Of course, the best fleshed out character in the book is the Lizard. I don’t think you can find another book where a Lizard emotes quite as much.

The Common Man Bowls every Political Party

 

The Common Man Bowls all Political Parties in India

The Common Man Bowls all Political Parties in India

Found this brilliant piece of work by Neelabh on the the Times of India masthead today, and deservedly so. It shows the way elections in India are a completely unpredictable affair — no amount of opinion polls and exit interviews can help. Every constituency is unique, every booth different, every election machine throws up surprises. Every seat is hotly contested, my booth had around 8 candidates. There is a mad scramble for votes, hook and crook both have their own role to play.

And the election results are always a suprise especially in national politics. Voters in India are confused about what is good at the national level, whats good at the state level — and many times your choice vary quite a bit based on the scale of the elections, and the candidate in your constituency. Besides, I am not sure if many people actually know the difference between the parties apart from the symbols. It’s a game of partnerships, with powerful sects, groups, communities with mass appeal, and if you pull the right leader, you pull all the followers with them.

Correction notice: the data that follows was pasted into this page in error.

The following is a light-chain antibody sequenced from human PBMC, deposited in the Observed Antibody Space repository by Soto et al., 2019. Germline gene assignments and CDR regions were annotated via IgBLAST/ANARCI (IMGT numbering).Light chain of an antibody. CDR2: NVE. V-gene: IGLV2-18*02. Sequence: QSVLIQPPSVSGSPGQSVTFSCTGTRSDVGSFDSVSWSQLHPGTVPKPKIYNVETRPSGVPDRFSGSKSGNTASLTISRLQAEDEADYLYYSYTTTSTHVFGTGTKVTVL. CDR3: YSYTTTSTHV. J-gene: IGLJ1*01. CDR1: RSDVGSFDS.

At the end, it really is like the big fat bowling ball that is quite unpredictable, try as you might to place it. The pins, kings and men, can roll with equal probability, and the pins that stay behind become the kingmakers the next time. Horses are traded, donkeys get promoted to ministers, blatant foxes smile behind the curtains of power, a new set of people make money in the next 5 years, policies be damned!

Yes, elections in India are quite an entertainment, quite like the game of bowling!

StalkDaily worm hits Twitter